6.1.2 Finance solutions and plans

The BIOFIN Workbook distinguishes between policy and finance instruments (i.e. the individual financial, fiscal or regulatory instruments used) and finance solutions. A finance solution seeks to use one or more instruments to achieve a specific outcome or solve a specific problem (hence “solution”). In Chapter 1 we defined a finance solution as “an integrated approach to solve a specific problem or challenge by the context-specific use of finance and economic instruments”. A finance solution is built on a combination of elements that includes one or more finance instruments, financing sources, lead agent or intermediaries, beneficiaries or principal stakeholders, and the desired finance result. A finance solution seeks to increase the effectiveness, scale, or impact of a specific instrument to achieve a clear biodiversity outcome. A solution can involve the revision of a protected area entrance fee system in five key parks by increasing the fee rate and earmarking a percentage of park entrance fees. The finance instrument in this case is the change in regulatory provisions for modifying park entrance fees.

Biodiversity finance solutions are extremely varied – BIOFIN has made a list of over 150 available online. Solutions can rely on public or private revenues or contributions; be built around voluntary or compulsory schemes; be guided by markets or regulations; be available on a short- or longer-term basis; be associated with particular conditions set by the finance providers; be procyclical or countercyclical; and be available in different currencies. However, it cannot be overstated enough that to realize the BFP, each proposed finance solution must be adequately described and specific.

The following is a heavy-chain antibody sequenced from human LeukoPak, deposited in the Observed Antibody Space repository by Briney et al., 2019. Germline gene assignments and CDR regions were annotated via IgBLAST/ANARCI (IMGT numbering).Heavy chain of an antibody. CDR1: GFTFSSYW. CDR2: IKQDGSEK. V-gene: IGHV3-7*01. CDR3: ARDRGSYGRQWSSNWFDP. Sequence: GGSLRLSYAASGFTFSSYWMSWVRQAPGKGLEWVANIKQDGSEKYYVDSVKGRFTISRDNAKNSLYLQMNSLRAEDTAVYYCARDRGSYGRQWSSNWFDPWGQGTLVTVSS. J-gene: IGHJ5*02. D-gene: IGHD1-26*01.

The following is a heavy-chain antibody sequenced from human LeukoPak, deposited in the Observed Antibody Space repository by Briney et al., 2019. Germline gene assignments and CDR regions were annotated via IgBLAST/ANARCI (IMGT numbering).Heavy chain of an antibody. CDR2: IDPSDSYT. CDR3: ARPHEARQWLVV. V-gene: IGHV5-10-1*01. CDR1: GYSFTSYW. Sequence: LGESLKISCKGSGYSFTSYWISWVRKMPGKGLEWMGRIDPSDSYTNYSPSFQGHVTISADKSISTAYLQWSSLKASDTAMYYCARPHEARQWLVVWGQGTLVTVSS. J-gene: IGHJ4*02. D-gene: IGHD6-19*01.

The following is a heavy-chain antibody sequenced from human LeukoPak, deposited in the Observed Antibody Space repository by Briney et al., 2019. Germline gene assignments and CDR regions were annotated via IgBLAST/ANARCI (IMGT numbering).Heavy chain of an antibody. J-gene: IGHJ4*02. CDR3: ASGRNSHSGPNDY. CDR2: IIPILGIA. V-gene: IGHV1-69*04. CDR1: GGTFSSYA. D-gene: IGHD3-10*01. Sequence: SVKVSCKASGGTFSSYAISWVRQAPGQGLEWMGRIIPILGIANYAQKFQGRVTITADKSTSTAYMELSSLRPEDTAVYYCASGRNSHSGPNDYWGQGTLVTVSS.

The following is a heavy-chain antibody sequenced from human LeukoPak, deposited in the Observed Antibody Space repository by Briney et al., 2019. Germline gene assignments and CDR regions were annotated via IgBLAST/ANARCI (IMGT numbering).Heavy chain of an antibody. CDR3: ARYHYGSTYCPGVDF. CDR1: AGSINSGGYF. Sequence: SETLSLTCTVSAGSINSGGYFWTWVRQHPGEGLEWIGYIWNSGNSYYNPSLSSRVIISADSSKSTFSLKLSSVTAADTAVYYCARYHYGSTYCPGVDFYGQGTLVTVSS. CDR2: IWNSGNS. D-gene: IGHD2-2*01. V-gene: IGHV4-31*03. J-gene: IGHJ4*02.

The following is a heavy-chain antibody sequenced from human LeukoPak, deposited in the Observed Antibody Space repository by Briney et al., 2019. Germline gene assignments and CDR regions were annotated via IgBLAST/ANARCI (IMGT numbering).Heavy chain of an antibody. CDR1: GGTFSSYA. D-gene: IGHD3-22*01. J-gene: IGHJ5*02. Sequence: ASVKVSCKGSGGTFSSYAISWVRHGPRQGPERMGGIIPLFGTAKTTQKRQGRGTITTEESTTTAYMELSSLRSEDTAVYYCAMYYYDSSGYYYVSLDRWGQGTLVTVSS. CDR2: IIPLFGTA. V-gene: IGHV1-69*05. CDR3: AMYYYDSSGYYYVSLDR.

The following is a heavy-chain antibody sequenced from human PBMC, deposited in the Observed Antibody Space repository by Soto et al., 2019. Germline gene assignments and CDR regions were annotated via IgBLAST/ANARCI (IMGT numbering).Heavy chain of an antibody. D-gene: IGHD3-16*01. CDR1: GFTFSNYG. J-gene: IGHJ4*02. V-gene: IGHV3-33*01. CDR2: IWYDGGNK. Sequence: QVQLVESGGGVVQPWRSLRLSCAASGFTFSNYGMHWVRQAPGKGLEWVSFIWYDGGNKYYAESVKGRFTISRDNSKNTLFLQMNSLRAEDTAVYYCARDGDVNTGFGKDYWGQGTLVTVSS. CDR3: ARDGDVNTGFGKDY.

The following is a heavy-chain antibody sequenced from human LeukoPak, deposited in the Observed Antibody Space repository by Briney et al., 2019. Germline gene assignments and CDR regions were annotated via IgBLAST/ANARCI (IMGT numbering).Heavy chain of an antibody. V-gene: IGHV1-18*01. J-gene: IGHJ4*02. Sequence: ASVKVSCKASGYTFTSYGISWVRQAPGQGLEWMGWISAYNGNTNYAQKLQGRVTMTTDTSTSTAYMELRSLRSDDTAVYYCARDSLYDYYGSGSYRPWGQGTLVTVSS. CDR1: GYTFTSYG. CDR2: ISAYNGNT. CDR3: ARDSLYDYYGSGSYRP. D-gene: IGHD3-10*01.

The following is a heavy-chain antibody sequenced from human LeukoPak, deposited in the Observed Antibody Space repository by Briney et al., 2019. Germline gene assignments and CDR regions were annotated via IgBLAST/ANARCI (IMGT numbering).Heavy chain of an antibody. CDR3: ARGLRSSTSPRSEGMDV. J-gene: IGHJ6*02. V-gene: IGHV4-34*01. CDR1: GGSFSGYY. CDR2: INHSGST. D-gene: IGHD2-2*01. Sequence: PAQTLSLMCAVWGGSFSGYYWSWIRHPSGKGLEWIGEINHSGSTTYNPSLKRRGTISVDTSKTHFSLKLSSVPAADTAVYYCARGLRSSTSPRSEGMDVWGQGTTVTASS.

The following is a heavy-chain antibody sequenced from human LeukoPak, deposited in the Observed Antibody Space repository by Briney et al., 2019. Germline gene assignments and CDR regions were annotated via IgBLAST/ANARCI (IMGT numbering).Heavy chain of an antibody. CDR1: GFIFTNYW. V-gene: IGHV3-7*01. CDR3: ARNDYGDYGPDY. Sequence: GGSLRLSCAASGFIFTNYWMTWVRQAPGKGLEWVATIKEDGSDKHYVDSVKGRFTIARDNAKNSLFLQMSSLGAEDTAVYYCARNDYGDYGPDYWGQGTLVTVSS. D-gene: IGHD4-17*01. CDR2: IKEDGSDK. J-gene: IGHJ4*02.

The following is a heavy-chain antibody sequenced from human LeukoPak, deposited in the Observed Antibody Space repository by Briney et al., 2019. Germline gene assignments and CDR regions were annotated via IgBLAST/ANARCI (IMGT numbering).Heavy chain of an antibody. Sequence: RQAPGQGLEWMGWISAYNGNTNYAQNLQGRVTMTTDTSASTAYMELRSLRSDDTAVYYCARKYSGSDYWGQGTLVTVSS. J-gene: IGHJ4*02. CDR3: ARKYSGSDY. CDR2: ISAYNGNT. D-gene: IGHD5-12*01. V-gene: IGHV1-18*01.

Countrywide Finance Plans, synthesizing major finance solutions at the national level, were applied across different sectors, particularly for infrastructure and energy (Boxes 6.1 and 6.6). They were rarely developed for biodiversity prior to BIOFIN (at least not in a similar comprehensive manner). Box 6.1 shows a planning cycle for the health sector, very similar to the entire BIOFIN Process, indicating how the Finance Plan builds from a systematic series of assessments.

Box 6.1: Finance Planning for Immunization: WHO-UNICEF Guidelines for Comprehensive Multi-Year Planning (CMYP) for Immunization (2013)1

STEP 1. Situation analysis: A review of the immunization system’s strengths and weaknesses.

STEP 2. Objectives, milestones and priority-setting: Prioritizes national goals, objectives and strategies for three to five years.

STEP 3. Planning strategies: Outlines the means by which national objectives will be achieved.

STEP 4. Links to national health plans and global goals and targets: For the immunization strategy.

STEP 5. Setting an activity timeline and monitoring and evaluation framework: For the main activities and milestones.

STEP 6. Costs, financing and financing gaps: Includes costing and financing assessments linked to the planning and budgeting cycle of the Ministry of Health. Identifies financing gaps, conducts cost-benefit analysis, and links the plan to potential resources mobilization strategies.

STEP 7. Putting the CMYP into action: Outlines detailed annual work plans with links to national planning and budgeting cycles at national and subnational levels of the health system.